L.A. Noire [PS3, 2011]

The aforementioned MotionScan technology is made of even greater use by employing real actors to play out the in-game characters. The game borrows heavily from the cast of Mad Men, as more than a handful of the popular TV show’s actors have been used for various roles (including Aaron Staton aka “Ken Cosgrove” as Cole Phelps). The combination of outstanding facial animations, authentic acting and an immaculately-detailed LA game environment makes this one of the better looking games on the market today. Throw in some phenomenal voice acting and 1940s radio and you have a fantastic work of art.

For all of its brilliance, however, L.A. Noire is not perfect. The game offers 21 cases in total to solve, but they start to grow repetitive around the final third of the campaign. This happens after the homicide chapter, which is so good that it would have been really hard to top. Considering the way the story goes, it makes sense to have it in the middle, but it’s almost like Team Bondi gave away its main event too early. Outside of this, there are some occasional annoyances that hinder the gameplay such as idiotic pedestrians who have a habit of running like maniacs directly into your car’s driving path, as well as some occasional glitches and slowdown. Late in the game, I stumbled across one of the most bizarre glitches I have ever seen: I was driving to a crime scene and cut through someone’s backyard. Not a big deal, but apparently the game randomly decided that their yard was made of quicksand and my car slowly started to sink into the ground, tail-end first. The game jolted Phelps and his partner out of the car while the vehicle proceeded to tilt straight up, with just the front half of the car remaining above ground. It was definitely a strange sight to behold. I got a kick out of it, and this will probably not happen for too many people, but I couldn’t help but to share this weird little story.

In essence, L.A. Noire is pretty damn incredible despite its flaws. This is a game unlike any other, and it is one that will surely spawn its own copycats in the future. There is room for growth, which I am sure the inevitable sequel will expand upon, but this is still an engaging experience for anyone interested in detective fiction and film noir. As long as you don’t expect a wild action ride like GTA, chances are you will enjoy L.A. Noire as much as I have.

8.5/10

Quick & Dirty #4: Meat Wave, Ferris Bueller’s Day Off, L.A. Noire (and others)

It’s time for another edition of Quick & Dirty, the random grab bag of mini-reviews I do every few weeks or so. I have noticed a sharp decrease in my movie watching this month, but I did find some time to tackle the few I haven’t wrote full reviews for. Also, there are reviews for a couple of new and exciting video games, and a new release from my favorite local brewery, Half Acre!

BEER
Meat Wave [Half Acre Brewery]
Meat Wave [Half Acre Brewery]
Friday, May 20, saw the release of Half Acre’s latest brew, an English IPA. I can’t say I have ever had this style of beer, but I liked it a lot. Meat Wave is hoppy and bitter, but not overwhelmingly so in either instance. I was shocked to see that it is 6.5% ABV because this went down real easy and felt lighter than it actually is. Another strong effort from these guys. Vegetarians, don’t worry, this beer is actually meat-free.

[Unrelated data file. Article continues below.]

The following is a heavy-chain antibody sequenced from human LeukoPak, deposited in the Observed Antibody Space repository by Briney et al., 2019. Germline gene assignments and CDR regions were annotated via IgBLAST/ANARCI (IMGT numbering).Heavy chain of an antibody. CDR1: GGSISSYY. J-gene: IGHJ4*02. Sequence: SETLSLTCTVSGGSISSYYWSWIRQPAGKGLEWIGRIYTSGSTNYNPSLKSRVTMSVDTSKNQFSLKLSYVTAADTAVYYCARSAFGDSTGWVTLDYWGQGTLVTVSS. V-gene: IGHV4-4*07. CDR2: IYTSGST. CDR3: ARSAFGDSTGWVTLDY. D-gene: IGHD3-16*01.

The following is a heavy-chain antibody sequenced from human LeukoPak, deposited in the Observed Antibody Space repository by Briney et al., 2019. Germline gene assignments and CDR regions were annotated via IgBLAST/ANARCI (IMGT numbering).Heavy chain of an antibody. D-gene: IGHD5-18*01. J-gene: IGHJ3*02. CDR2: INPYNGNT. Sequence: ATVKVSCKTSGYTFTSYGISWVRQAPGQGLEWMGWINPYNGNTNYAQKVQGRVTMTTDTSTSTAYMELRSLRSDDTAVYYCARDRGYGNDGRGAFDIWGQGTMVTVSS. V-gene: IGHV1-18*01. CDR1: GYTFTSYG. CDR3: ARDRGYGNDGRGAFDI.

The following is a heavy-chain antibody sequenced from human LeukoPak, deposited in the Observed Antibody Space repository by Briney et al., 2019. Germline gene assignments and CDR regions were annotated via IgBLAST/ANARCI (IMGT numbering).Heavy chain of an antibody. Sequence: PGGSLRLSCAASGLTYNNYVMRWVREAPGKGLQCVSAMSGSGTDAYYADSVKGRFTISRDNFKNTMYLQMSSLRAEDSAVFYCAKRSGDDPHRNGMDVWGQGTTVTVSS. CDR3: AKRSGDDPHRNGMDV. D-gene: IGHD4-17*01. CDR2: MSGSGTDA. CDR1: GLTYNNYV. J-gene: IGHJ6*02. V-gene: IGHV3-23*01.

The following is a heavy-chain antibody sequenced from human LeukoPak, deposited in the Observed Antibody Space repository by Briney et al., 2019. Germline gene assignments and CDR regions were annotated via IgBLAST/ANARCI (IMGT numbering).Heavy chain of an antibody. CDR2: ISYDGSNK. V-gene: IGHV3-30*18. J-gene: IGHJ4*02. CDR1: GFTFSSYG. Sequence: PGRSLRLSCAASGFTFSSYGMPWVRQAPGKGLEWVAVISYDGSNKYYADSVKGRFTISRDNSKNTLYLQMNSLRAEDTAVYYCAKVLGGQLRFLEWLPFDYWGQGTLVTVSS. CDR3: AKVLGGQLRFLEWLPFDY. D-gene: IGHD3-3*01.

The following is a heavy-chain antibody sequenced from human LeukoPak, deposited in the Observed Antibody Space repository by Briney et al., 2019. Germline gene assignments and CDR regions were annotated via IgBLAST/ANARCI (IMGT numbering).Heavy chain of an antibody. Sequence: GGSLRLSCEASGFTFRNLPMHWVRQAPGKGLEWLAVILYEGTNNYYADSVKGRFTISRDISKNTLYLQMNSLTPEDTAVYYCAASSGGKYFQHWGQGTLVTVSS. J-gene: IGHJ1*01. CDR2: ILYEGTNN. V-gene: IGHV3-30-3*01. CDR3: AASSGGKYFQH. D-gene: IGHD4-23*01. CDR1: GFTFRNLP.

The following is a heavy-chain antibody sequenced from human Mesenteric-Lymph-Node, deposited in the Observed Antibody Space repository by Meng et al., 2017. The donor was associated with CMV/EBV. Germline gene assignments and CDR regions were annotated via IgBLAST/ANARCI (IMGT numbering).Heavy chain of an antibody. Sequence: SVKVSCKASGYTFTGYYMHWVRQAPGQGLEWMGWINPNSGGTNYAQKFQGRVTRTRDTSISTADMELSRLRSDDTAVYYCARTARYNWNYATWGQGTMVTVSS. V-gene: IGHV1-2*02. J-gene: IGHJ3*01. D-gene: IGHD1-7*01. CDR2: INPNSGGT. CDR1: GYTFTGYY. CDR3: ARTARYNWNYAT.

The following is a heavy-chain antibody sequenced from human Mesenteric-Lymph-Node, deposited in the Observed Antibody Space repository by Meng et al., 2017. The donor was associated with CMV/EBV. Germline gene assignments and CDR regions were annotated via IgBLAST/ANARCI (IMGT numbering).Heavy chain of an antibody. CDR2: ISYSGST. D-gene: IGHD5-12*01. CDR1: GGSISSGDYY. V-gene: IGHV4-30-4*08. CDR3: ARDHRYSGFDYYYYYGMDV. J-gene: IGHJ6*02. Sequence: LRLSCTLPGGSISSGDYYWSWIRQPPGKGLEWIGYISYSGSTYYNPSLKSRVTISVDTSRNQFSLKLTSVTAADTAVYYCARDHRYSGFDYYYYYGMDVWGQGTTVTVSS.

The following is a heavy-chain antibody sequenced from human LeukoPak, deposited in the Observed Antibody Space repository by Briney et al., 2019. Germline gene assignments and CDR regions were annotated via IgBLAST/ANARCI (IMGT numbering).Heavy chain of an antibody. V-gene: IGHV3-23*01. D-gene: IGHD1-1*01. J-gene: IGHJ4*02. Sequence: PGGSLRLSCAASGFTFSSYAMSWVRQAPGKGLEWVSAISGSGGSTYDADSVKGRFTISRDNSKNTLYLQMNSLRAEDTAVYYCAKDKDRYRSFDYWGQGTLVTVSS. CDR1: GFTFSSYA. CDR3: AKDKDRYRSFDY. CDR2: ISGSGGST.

MOVIES
Ferris Bueller's Day Off [1986, Hughes]
Ferris Bueller’s Day Off [1986, Hughes]
I just watched this for the first time over the weekend and was pleasantly surprised as to how well it holds up today. Perhaps I am biased because I fell in love with the movie’s gorgeous Chicago scenery, but I thought it was a lot of fun throughout. This is a very funny movie, and it makes me wish I had skipped more high school back in the day. 9/10

The Joneses [2009, Borte]
The Joneses [2009, Borte]
This satirical look at consumerism and suburbia slipped under the radar upon its 2010 theatrical release. It has a good cast, with David Duchovny and Demi Moore leading the way, and I enjoyed the movie’s dark humor. It got a little predictable near the end, but I thought it was decent enough overall. 6.5/10

Watchmen
Watchmen [2009, Snyder]
After reading the graphic novel (which was absolutely awesome), I had to watch the movie immediately. I rented the three hour extended Blu-ray from Netflix to get the most out of it. I watched it with two people who had never read the book or had any idea what the general story was about. They were a bit lost throughout, and I can totally see that. I thought the extended edition was very faithful to the novel, and I think it definitely helps to have read it beforehand. This is a dark and gritty movie that captures the bleak and pessimistic nature of the book, and it’s not really for everyone. While the extended edition started to become exhaustive near the end, I still enjoyed it. 8/10

VIDEO GAMES
L.A. Noire [PS3, 2011]
L.A. Noire [PS3, 2011]
This is one of the rare times I bought a game brand new, on release day no less. I am something like 35% complete so far, and I am still only halfway done with the main cases. I was a little concerned at first since the game holds your hand through the early stages, and the first few cases are quick and easy, but now the cases are considerably longer and require more skill to finish. I am eternally grateful that this is not just another GTA spinoff. Instead, this has all of the makings of a good film noir, and it has made me want to watch more movies (and read some novels) in the genre. Once I finish the game, I will have a full review available. Right now I am loving it, and it definitely seems deserving of all its hype.
You Don't Know Jack [Xbox 360, 2011]
You Don’t Know Jack [Xbox 360, 2011]
I played this with some friends over the weekend and had a great time. I used to have a few of the YDKJ computer games back in the day and they were always a blast to play. This is just like the old games, complete with Cookie as the host. I am glad to see a new YDKJ and hopefully it is a sign of more to come.